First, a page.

Am I pregnant at 45?
Many women believe that the onset of menopause means that they can't get pregnant. However, women in their 30's and 40's can go through perimenopause, while still partially ovulating, and a conception can occur. A woman can become pregnant during menopause because the ovaries don't stop producing eggs right away. There are on and off fertile periods and if you enter one of those "off" stages, well, you can become pregnant. You are over 40 and you've missed your period, you feel irritable and moody, are you pregnant or are you about to go through the change of life? Many of the symptoms are similar.
Pregnancy vs. Menopause Hormonal Symptoms:
Juxtaposition in their very nature, a pregnancy is an increase of life, while menopause signals a decrease in fertility hormones, but they have similar symptoms. Pregnancy symptoms are caused by changes in hormonal levels and blood circulation. Estrogen and progesterone levels rise to support a woman's pregnancy, within two weeks of conception. Placental blood circulation increases because the embryo is developing its own blood and blood vessels, while the mother's heart rate and blood circulation increases to accommodate the fetus growing inside her body. Menopausal symptoms are due to erratic and decreased hormones. Estrogen is produced by fertile eggs follicles in the ovaries. During menopause, the egg follicles drop and soon stop functioning, leading to the cessation of ovulation.
Some symptoms are shared by menopausal women who are pregnant. These symptoms include headaches, mood swings, and tiredness. During pregnancy, a woman experiences these symptoms because of an increase in progesterone, plus the increased blood supply to the fetus. It has been reported that between one to two percent of women, experience their first migraine during pregnancy. During menopause, women experience mood swings, hot flashes, and sleeplessness, as well as headaches, due to hormonal and physical changes. Mood swings are affected by hormones from both a pregnancy, as well as menopause. However, moodiness caused by menopause is often triggered by external factors that create stress or anxiety. Hot flashes for pregnant women, occurs mainly during the first and third trimesters, due to changes in hormone levels.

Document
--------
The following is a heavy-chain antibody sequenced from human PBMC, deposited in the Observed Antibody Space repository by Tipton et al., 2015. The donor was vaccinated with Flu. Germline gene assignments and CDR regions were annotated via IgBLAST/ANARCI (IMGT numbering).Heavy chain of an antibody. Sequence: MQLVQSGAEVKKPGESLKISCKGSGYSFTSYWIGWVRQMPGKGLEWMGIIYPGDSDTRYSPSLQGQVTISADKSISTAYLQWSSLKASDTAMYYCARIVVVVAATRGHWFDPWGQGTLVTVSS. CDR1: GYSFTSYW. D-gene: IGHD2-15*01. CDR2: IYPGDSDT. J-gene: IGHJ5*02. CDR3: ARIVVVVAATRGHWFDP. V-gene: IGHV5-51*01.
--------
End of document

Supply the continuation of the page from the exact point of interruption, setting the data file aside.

The symptoms experienced by pregnant women and that are different from menopause, includes nausea, swollen and tender breasts, odor aversions, food aversions, incontinence, and dizziness. Dizziness and fatigue is caused by blood circulatory changes. Most pregnant women will experience a swelling in their feet and ankles. These symptoms are not common to menopause. In the same way, while a women goes through menopause, they might experience some nausea from time to time, nausea while pregnant is generally limited to mornings.
Symptoms that are typical only during menopause, include hot and cold flashes or night sweats, loss of hair, vaginal dryness, difficulty sleeping, soft or brittle nails, confusion, panic attacks, depression, itchy skin, and decrease in libido, bad breath, and body odor. The fluctuating levels of progesterone and testosterone are responsible for menopause symptoms, which initiates a series of physiological changes.
Missed and irregular periods are a symptom of both menopause and pregnancy. To consider symptoms of menopause or pregnancy, an older woman must be knowledgeable of both. Although missed or irregular periods may be the first symptom of the onset of perimenopause, there are other symptoms that many, but not all women experience, including hot flashes, trouble sleeping, mood swings, vaginal dryness and night sweats. During a pregnancy, women do not have a menses period. Women can also experience some light vaginal bleeding or spotting. During early menopause, a woman will have irregular periods. A woman must consider the other symptoms that accompany each condition, to guess which condition she is experiencing. Taking a home pregnancy test, followed by a doctor's visit, which will reveal the results.